To start off I will run through the basics:
-Brazil is a democracy and has a similar set-up to the United States. There´s a president who is elected every four years by the general public. The current president is Lula, a member of O Partido dos Trabalhadores (The Worker´s Party).
-There are 26 states, plus a Federal District, and each one has a governor, who is elected at the same time as the president. My state is called Minas Gerais, and the new governor is Antonio Anastasia of O Partido da Social Democracia Brasileira (Brazilian Social Democrat Party).
-There is a national and state congress, and senators are elected along with everyone else.
-You can vote at the age of 16 here. It becomes manditory once you turn 18.
-The top three presidential candidates are/were:
- Dilma Rousseff, Lula´s hand-picked successor, also a member of o Partido dos Trabalhadores.
- Jose Serra, of o Partido da Social Democracia Brasileira, and
- Marina Silva, of o Partido Verde (the Green Party).
Since no one received a majority of the votes, the top two candidates, Dilma and Serra, will go into round two. Voting is scheduled again at the end of this month and either Dilma or Serra will be elected president after another month of campaigning.
An important thing to note about Brazilian political parties is that there are a lot of them, and power can shift among many of them. One of the biggest differences I have noticed between Brazilian and American politics is that there is a lot less partisianship in Brazil. Because voting is mandatory, peope are forced to take the time to really learn about a candidate and vote beyond political parties. Each candidate is assigned a number, and the voter must know the number in order to place their vote. This is another convenient way to make people do at least some research about the candidates. The other thing that I have noticed is that people here openly talk about who they are voting for--something that is kept very private in the United States, people being afraid that the information could be used against them as some huge personal judgement. In Brazil, it's not necessarily party versus party, rather than issue versus issue. Hey America, let's take note of this.
I was fortunate enough to be able to go to through the actual voting process with my host family. Similar to the U.S., you are assigned a location to vote based upon where you live. They split you up even further once you arrive based upon your name. I went with my host mom and sister to a classroom (voting was being held in a technical college) where there was one booth set up. Voting was done electronically this year, which greatly sped up the process. We had a list of the numbers of the candidates and all you had to do was enter in the numbers in the booth and you were done! We had cast our vote in about 2o seconds! Afterwards we went to meet up with my host dad who was still waiting in line and I was able to vote a second time with him.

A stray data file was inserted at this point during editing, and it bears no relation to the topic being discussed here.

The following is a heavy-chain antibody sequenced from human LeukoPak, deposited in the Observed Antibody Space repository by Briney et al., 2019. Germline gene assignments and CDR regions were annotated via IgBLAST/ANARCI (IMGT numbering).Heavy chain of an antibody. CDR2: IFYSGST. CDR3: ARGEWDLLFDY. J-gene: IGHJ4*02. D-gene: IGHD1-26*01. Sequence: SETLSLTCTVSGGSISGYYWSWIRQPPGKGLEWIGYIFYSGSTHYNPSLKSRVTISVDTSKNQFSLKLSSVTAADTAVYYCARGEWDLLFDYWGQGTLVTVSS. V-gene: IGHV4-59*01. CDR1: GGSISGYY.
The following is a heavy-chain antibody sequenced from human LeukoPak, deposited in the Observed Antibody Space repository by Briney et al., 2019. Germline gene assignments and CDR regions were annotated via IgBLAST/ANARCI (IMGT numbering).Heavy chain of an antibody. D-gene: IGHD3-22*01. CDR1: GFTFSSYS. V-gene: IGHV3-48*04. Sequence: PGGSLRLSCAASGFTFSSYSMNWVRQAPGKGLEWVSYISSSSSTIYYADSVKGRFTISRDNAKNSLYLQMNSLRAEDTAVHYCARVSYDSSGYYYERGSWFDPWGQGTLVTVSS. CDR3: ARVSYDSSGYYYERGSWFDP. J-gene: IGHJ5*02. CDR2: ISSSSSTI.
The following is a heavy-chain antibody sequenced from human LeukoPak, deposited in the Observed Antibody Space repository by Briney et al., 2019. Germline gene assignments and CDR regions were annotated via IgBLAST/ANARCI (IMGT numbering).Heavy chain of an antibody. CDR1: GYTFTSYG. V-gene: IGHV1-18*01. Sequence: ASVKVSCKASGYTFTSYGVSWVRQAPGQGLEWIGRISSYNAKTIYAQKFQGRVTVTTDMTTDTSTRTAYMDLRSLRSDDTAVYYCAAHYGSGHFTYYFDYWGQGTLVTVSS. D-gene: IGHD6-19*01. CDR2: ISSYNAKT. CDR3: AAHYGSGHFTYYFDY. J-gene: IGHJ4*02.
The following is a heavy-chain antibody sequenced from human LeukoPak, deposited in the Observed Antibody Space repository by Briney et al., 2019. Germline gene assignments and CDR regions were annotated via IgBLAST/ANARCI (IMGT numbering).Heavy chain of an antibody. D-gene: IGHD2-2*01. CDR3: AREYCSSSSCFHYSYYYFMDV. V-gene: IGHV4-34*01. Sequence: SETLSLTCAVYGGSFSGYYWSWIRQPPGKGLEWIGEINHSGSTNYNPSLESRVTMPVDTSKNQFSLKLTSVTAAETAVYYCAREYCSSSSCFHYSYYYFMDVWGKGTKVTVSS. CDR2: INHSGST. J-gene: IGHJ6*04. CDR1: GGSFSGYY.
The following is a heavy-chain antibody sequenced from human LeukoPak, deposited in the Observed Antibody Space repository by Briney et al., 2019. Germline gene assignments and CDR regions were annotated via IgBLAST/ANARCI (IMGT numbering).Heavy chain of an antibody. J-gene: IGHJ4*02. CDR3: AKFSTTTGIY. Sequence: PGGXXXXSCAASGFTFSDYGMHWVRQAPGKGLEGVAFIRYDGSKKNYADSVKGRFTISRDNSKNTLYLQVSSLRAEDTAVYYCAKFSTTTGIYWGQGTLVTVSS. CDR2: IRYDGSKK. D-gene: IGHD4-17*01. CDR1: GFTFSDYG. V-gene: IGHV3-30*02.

Electronic voting is a very convenient method of voting. Not only is it fast while you are actually voting, but the results are announced much faster as well. Only about 45 minutes after the polls closed we knew who the new governor of Minas Gerais was. It took longer for the presidential results to come together because the Amazonian states had voted by paper, and their ballots had to be counted. By nine o'clock that night we learned that none of the presidential candidates had received a majority vote and that, as a result, there would be a second round.
Over all, I found the whole process incredibly interesting. I look forward to comparing my voting experience here with voting back in the United States (I am missing my first election year as an eighteen-year-old back in the US).
As for Decision 2010 here in Brazil, there is still one more decision to be made. I am sure I will have some more political comments after election number two. For now, tchau e beijos do Brasil.